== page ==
Asking my parents for money was convenient but doing so wasn’t going to help my future career plans. Besides, asking them for ten bucks to buy a movie ticket made me feel guilty. High school was a natural time for many students to start working part-time and most of my fellow classmates already had jobs, some even receiving promotions. I was 14 at the time and I had yet to apply for a minimum wage position. I seemed lazy, even spoiled!
My mom replied, “If you’re going to earn 10 bucks an hour while working for someone else I’d rather you’d spend your time working for me. Such as doing chores.” My mother replied after I told her about my big plans to get a part-time gig.
I gasped. “Mom, you already feed me, clothe me, and house me. ‘Earning’ money from you for house work that I should already be doing doesn’t seem fair.”
“House work that you should be doing but that you don’t actually do?”
I grimaced. I hated when Mom was right. Which she usually is.
Mom made a proposition, “The driveway has weeds sprouting between the interlocks again. Go pluck them out. I’ll pay you 10 dollars an hour for your work.”
I convinced two friends to join me, promising them they’ll be rich beyond their dreams. We armoured ourselves with gloves, screwdrivers, and stools. We sat hunched over the ground, dug the screwdrivers into the crevices and began attacking the green intruders.
We were warriors hell-bent on one mission: clear every inch of the driveway of those stubborn weeds. The desert sun beat down on our backs like a merciless slave driver. All you could hear was the chipping of metal on stone.
Chip, scratch, pluck. Chip, scratch, pluck.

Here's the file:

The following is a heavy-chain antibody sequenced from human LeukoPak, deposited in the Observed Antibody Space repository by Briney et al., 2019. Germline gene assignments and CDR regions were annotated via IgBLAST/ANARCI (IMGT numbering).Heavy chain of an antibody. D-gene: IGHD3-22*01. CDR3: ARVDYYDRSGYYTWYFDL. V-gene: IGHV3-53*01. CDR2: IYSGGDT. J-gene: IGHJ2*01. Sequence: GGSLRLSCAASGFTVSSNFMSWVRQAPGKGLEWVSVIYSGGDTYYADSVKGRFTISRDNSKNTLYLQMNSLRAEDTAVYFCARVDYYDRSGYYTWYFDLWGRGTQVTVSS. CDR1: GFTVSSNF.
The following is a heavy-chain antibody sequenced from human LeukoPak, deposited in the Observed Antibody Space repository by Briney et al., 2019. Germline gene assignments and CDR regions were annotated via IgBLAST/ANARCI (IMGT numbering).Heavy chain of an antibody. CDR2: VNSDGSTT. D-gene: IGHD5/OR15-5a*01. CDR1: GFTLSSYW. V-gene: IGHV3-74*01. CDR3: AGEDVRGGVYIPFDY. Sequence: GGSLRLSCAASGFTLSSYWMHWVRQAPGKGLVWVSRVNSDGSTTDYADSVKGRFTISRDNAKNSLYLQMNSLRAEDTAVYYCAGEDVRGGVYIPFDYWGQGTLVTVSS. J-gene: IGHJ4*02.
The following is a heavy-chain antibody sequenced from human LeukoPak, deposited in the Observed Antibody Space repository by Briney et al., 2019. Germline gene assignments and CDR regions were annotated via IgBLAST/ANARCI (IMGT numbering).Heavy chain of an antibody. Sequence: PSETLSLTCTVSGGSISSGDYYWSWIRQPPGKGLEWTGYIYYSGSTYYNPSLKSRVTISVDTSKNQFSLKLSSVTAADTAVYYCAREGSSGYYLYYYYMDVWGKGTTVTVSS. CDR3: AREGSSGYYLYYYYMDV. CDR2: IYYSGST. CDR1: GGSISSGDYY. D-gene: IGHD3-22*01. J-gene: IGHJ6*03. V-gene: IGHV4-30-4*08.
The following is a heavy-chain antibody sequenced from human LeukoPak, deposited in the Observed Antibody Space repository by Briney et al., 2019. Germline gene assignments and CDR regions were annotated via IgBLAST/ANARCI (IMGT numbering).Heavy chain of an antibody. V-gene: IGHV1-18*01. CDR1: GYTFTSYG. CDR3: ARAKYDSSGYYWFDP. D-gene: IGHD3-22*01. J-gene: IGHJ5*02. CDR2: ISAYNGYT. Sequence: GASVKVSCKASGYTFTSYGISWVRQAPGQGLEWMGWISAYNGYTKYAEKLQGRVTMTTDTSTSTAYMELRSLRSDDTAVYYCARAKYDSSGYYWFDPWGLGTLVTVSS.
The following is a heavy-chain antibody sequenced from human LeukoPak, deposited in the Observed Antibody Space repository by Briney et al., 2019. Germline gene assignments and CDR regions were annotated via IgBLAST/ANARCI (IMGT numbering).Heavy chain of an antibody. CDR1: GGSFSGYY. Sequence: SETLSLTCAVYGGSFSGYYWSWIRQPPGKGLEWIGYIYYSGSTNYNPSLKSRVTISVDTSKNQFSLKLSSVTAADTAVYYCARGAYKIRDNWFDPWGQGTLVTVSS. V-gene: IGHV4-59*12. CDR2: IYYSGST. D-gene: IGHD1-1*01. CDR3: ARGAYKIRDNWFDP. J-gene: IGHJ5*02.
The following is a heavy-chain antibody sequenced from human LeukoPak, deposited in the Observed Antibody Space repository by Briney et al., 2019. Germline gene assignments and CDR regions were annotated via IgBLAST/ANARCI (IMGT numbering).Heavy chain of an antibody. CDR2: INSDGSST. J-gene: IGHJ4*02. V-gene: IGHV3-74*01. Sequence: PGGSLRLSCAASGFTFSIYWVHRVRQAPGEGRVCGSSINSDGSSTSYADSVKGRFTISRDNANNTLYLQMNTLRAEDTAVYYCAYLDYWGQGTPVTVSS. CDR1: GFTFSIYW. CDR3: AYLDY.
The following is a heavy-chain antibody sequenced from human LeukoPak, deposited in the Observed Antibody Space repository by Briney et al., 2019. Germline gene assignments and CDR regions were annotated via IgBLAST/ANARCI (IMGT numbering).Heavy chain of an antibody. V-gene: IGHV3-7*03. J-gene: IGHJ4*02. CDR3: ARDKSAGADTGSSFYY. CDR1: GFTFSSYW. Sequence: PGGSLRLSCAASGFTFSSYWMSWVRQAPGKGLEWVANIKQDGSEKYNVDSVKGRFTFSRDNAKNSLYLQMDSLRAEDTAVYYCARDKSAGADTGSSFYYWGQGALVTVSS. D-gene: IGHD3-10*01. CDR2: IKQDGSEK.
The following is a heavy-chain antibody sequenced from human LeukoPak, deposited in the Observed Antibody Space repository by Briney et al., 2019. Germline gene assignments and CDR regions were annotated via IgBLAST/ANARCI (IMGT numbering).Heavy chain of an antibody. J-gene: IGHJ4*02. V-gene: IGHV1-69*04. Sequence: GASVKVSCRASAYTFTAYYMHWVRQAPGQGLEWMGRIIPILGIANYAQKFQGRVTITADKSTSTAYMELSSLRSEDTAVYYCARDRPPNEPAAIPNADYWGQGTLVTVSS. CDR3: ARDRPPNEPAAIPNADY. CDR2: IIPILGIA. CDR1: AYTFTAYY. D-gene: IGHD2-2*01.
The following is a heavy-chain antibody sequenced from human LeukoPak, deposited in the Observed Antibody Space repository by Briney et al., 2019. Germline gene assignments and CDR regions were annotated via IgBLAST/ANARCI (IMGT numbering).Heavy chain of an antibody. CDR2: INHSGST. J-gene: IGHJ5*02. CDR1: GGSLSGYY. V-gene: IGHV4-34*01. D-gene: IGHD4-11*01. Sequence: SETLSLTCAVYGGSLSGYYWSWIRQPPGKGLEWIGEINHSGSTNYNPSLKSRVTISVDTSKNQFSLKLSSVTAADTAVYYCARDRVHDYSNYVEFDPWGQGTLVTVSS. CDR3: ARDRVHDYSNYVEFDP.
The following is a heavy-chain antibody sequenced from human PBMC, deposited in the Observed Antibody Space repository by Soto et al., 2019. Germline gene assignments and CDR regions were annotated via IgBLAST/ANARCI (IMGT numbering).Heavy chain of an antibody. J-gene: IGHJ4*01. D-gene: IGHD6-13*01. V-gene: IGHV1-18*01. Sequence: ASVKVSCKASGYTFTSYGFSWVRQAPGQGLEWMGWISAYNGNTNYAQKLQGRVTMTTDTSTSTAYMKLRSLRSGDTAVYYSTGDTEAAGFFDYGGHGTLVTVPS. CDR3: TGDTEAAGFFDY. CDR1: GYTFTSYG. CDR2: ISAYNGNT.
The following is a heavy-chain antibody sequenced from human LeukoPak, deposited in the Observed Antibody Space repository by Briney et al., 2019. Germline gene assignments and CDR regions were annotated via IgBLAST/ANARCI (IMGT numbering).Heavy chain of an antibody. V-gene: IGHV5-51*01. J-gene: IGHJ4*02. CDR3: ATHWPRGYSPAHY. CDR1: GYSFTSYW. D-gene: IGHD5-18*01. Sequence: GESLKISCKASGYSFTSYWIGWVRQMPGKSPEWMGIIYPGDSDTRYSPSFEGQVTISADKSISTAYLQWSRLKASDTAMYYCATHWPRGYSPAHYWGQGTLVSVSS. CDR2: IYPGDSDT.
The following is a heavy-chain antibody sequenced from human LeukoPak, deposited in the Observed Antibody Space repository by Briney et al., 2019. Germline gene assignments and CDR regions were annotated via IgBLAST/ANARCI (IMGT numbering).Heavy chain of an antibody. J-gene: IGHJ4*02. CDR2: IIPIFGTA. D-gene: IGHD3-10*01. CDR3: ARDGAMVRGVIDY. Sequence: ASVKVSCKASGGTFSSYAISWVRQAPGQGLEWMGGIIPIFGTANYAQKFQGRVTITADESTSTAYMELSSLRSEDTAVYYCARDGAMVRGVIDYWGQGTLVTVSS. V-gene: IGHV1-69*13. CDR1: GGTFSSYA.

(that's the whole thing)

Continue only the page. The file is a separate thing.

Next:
For every weed we plucked, thousands more littered the horizon.
My vision would blur and I would have difficulty breathing whenever I looked up from my work and saw the unconquerable plain of glechoma hederacea before me.
But we chipped, scratched, and plucked on.
Half a day later the army of weeds was defeated. We had prevailed. We had laboured for five hours, 10 bucks an hour. My mother came out, eyed the driveway and nodded in happy approval. She didn’t think we’d be able to do it, but we showed her.
Each of us got fifty dollars for our labour that day. A day of joy and pride. My first fifty dollar bill was earned with sweat, a screwdriver . . . and a giant sunburn down my back?
It went from the nape of my neck, across the shoulders and down to my lower back. It ached, made me squirm and glowed red in the dark. I became a walking lamplight for a while. My well-deserved sleep that night became unbearable. My pajamas chaffed against my sunburn and caused it to sting. It itched, flaked, and grew redder and hotter as the minutes went by.
I groaned. My 50 dollar bill didn’t seem as glorious as it did a few hours ago. It definitely wasn’t worth this much pain. I got up the next day and noticed that the weeds my two friends and I had worked so hard to pluck the day before had slowly started reforming their battle lines.
I decided that earning pocket money by plucking weeds in the middle of the baking sun was too hard for me. If I ever needed some spending cash I would take the safest, surest route.
Asking my parents for it.